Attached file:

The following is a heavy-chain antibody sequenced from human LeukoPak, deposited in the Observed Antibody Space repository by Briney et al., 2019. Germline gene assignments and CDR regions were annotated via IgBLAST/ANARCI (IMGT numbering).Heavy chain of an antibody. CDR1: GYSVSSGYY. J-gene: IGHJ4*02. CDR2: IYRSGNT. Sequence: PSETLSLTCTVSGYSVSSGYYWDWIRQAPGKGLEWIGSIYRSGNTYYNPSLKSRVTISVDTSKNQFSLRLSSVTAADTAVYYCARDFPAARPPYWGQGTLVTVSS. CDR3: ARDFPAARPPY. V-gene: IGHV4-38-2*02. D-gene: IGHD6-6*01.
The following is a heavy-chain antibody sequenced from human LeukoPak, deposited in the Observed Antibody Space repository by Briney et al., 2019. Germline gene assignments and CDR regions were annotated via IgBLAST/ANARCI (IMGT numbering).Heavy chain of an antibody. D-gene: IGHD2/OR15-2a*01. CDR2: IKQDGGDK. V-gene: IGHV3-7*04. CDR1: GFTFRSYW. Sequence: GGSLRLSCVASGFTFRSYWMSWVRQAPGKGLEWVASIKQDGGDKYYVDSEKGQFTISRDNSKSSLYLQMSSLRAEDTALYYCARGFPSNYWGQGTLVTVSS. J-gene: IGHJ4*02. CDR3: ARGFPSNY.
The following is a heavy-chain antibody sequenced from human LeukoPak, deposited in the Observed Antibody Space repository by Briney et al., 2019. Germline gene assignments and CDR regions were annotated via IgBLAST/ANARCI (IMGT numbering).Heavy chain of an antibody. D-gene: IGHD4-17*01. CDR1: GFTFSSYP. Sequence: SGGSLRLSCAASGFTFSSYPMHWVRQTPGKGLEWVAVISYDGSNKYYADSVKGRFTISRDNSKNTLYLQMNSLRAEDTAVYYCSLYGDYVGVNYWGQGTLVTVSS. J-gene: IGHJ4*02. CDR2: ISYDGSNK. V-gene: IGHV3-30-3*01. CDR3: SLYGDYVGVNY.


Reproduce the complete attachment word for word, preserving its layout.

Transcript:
The following is a heavy-chain antibody sequenced from human LeukoPak, deposited in the Observed Antibody Space repository by Briney et al., 2019. Germline gene assignments and CDR regions were annotated via IgBLAST/ANARCI (IMGT numbering).Heavy chain of an antibody. CDR1: GYSVSSGYY. J-gene: IGHJ4*02. CDR2: IYRSGNT. Sequence: PSETLSLTCTVSGYSVSSGYYWDWIRQAPGKGLEWIGSIYRSGNTYYNPSLKSRVTISVDTSKNQFSLRLSSVTAADTAVYYCARDFPAARPPYWGQGTLVTVSS. CDR3: ARDFPAARPPY. V-gene: IGHV4-38-2*02. D-gene: IGHD6-6*01.
The following is a heavy-chain antibody sequenced from human LeukoPak, deposited in the Observed Antibody Space repository by Briney et al., 2019. Germline gene assignments and CDR regions were annotated via IgBLAST/ANARCI (IMGT numbering).Heavy chain of an antibody. D-gene: IGHD2/OR15-2a*01. CDR2: IKQDGGDK. V-gene: IGHV3-7*04. CDR1: GFTFRSYW. Sequence: GGSLRLSCVASGFTFRSYWMSWVRQAPGKGLEWVASIKQDGGDKYYVDSEKGQFTISRDNSKSSLYLQMSSLRAEDTALYYCARGFPSNYWGQGTLVTVSS. J-gene: IGHJ4*02. CDR3: ARGFPSNY.
The following is a heavy-chain antibody sequenced from human LeukoPak, deposited in the Observed Antibody Space repository by Briney et al., 2019. Germline gene assignments and CDR regions were annotated via IgBLAST/ANARCI (IMGT numbering).Heavy chain of an antibody. D-gene: IGHD4-17*01. CDR1: GFTFSSYP. Sequence: SGGSLRLSCAASGFTFSSYPMHWVRQTPGKGLEWVAVISYDGSNKYYADSVKGRFTISRDNSKNTLYLQMNSLRAEDTAVYYCSLYGDYVGVNYWGQGTLVTVSS. J-gene: IGHJ4*02. CDR2: ISYDGSNK. V-gene: IGHV3-30-3*01. CDR3: SLYGDYVGVNY.